Beyond normal grief and bereavement,
survivors of homicide face burdens and complications that, for most, will change their
lives forever. The senselessness of murder almost guarantees a long term negative outcome
for the surviving family, including the children, unless professional help and guidance is
sought. Further, as the willful destruction of a family member by another human being is
so devastating to the family unit, it is almost impossible to consider the problems and
needs of the children separately from those of the family. For this reason, information
fir both has been included.
Bereavement Complications of the Family
1. Due to the overwhelming nature of the
event, each family member tends to shut down and cope in his/her own way, causing
breakdowns in family communication and mutual support.
2. Blame and assignment of guilt are common reactions as family members question what they
or other family members could have done to prevent the murder.
3. Social support may be withdrawn due to the stigma of murder, which tends to blame and
assign guilt to the victim.
4. Extreme anger and rage is felt by the survivors along with an intense desire for
revenge and retribution. These feelings often convince survivors that they are "going
crazy," and many fear that they will direct these emotions to other family members.
5. Survivors feel helpless, fearful, impotent, and vulnerable. The concept of personal
control is severely damaged, sometimes irrevocably.
6. The murderer may not be identified or apprehended, leaving the family angry,
frustrated, and fearful, sometimes for years.
7. If the murderer is apprehended, it can sometimes take many years to litigate the case
through the justice system.
8. Lack of familiarity with the legal process further complicates normal grief.
Interaction with the medical investigator/coroner, police, the prosecutor, and other
participants in the legal system are unsettling and frustrating.
9. The trial experience itself can be traumatic as the family relives the murder,
including photographs, autopsy reports, and details of the event.
10. Delays and appeals, inadequate sentencing, media coverage, and lack of public sympathy
and support all contribute to protracted and complicated bereavement.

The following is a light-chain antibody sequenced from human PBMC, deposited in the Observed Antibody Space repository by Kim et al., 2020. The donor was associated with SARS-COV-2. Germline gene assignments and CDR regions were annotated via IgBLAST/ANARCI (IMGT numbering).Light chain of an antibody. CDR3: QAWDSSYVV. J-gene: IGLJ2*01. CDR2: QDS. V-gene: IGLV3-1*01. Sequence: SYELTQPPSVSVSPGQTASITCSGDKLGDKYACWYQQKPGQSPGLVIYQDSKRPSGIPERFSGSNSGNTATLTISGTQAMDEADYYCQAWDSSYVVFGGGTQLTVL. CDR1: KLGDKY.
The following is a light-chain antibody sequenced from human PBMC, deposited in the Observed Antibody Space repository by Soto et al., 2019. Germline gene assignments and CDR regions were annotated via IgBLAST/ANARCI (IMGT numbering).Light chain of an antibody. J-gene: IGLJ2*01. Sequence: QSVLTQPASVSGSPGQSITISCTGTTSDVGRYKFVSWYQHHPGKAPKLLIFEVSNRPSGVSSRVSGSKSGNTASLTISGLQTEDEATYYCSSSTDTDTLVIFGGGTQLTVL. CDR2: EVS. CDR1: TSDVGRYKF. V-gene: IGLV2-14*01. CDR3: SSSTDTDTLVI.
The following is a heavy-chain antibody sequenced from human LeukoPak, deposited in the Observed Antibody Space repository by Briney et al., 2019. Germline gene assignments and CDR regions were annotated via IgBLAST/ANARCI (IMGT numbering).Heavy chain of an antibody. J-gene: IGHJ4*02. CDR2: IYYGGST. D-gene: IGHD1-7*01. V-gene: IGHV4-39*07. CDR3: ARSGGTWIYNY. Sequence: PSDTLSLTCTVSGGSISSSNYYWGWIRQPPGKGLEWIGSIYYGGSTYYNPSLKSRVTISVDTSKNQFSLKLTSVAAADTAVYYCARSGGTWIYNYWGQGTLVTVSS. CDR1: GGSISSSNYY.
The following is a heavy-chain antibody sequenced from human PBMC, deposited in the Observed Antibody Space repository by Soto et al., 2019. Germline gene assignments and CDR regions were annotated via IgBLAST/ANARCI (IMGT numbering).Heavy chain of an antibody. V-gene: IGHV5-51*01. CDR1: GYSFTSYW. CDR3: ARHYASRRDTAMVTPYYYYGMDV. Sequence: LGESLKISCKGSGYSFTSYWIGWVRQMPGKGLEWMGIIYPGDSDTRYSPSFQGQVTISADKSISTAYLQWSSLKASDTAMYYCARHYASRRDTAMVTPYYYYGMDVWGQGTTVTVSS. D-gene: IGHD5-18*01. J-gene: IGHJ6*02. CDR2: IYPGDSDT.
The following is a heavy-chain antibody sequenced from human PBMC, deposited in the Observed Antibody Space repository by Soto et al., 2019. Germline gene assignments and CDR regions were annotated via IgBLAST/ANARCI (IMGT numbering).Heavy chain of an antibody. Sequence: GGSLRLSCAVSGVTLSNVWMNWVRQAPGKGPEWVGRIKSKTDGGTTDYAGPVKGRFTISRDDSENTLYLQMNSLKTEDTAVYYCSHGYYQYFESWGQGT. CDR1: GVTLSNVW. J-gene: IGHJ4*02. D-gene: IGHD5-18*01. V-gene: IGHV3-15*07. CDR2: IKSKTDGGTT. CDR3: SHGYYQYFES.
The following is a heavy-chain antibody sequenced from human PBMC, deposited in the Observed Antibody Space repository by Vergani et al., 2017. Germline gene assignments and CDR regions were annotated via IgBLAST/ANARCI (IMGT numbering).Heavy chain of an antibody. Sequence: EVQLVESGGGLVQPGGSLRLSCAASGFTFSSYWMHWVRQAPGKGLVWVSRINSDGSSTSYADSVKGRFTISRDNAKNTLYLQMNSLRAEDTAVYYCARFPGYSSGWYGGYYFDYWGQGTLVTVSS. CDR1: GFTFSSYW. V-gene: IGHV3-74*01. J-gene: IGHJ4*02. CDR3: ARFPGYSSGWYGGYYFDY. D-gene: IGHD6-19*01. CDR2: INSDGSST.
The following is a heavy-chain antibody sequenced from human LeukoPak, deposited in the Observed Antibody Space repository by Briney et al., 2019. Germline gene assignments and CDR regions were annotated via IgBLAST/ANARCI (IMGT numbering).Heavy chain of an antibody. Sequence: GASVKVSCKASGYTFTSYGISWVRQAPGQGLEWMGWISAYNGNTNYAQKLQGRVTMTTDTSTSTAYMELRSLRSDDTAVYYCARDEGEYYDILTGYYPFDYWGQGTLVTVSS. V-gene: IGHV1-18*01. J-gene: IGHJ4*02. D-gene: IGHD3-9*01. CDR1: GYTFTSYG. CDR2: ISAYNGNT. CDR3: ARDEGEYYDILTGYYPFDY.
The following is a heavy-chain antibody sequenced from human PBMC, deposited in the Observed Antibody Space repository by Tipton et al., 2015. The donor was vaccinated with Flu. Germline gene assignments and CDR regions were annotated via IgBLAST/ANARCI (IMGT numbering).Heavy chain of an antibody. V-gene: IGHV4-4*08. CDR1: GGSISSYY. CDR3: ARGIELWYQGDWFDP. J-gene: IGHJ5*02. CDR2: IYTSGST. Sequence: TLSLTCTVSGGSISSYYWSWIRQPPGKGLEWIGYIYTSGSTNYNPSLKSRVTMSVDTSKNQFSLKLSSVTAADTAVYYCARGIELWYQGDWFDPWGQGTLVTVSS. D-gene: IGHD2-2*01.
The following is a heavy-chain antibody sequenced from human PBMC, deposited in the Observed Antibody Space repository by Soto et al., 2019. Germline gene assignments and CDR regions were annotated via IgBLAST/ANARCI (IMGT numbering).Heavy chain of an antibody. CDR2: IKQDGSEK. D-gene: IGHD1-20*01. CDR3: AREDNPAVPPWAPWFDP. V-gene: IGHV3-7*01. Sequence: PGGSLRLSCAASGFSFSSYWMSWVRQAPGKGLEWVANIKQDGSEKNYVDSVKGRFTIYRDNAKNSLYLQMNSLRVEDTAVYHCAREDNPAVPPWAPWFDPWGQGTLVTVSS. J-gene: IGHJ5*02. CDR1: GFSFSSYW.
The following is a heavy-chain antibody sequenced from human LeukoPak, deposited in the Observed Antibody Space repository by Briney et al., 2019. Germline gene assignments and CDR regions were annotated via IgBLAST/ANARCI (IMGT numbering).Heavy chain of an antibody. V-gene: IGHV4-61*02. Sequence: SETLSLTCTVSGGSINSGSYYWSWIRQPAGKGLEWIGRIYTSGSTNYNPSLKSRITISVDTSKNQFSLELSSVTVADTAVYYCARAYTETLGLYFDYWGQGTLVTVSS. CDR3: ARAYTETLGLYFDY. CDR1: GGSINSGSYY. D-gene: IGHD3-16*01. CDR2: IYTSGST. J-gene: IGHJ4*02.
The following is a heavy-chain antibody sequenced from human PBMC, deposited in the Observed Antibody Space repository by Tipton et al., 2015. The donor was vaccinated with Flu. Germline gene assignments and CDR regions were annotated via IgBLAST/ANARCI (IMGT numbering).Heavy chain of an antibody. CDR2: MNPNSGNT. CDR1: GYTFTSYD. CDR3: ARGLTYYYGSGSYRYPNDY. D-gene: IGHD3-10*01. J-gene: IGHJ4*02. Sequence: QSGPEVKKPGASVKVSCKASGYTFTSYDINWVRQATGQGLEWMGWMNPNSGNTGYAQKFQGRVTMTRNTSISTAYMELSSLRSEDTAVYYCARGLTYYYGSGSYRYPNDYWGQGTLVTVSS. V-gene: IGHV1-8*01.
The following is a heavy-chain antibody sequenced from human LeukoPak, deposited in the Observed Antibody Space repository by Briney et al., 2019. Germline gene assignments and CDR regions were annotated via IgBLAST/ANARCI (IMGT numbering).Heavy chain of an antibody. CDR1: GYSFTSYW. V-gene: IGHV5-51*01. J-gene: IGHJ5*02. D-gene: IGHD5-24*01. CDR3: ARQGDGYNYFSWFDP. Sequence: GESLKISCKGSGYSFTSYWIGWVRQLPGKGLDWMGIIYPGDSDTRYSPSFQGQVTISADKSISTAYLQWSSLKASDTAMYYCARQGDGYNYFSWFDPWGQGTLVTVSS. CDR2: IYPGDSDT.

Bereavement Complications of Children
1. As part of the family unit, children
feel the tension, anxiety, confusion, lack of support, and apprehension, regardless of
their developmental stage or ability to understand the event.
2. Parents may be so devastated by the murder that their ability to meet their children's
emotional needs is limited. Often, this withdrawal of support is more devastating to the
child than the event itselt.
3. Most children will not complete the bereavement "tasks" at the time of the
event, but will do so during each subsequent developmental stage until adulthood.
Intants may respond with heightened anxiety or agitated and aggressive behavior , e.g.,
biting, cyring, throwing objects, etc.
Children 2 - 5 years often act out traumatic events through play. In addition, they
may demonstrate negative behavioral characteristics (clinging, demanding to be held,
wanting to sleep with the parent, etc.) and regressive behavior (bedwetting, refusing to
feed, wash, or dress themselves). Sleep disturbances and nightmares are also common.
Changes in daily routines may be threatening.
Children 6 - 10 years may exhibit radical behavior changes. They may exhibit
uncontrolled behavior, poor school performance, nd physical symptoms such as headaches,
stomach aches, and dizziness. Play is still the primary means of expression. Trust in
adults may be diminished.
Children 11 and over are in the midst of adolescence, a confusing and troubling
period. Younger adolescents may try to deny reality by suppressing their emotions and
becoming judgmental about their behavior. Older adolescents become judgmental about
others' behavior as well and become cautious and suspicious, especially about adults. Some
may try to relieve their pain and gain control by trying to behave like an adult; others
may regress to an earlier developmental stage.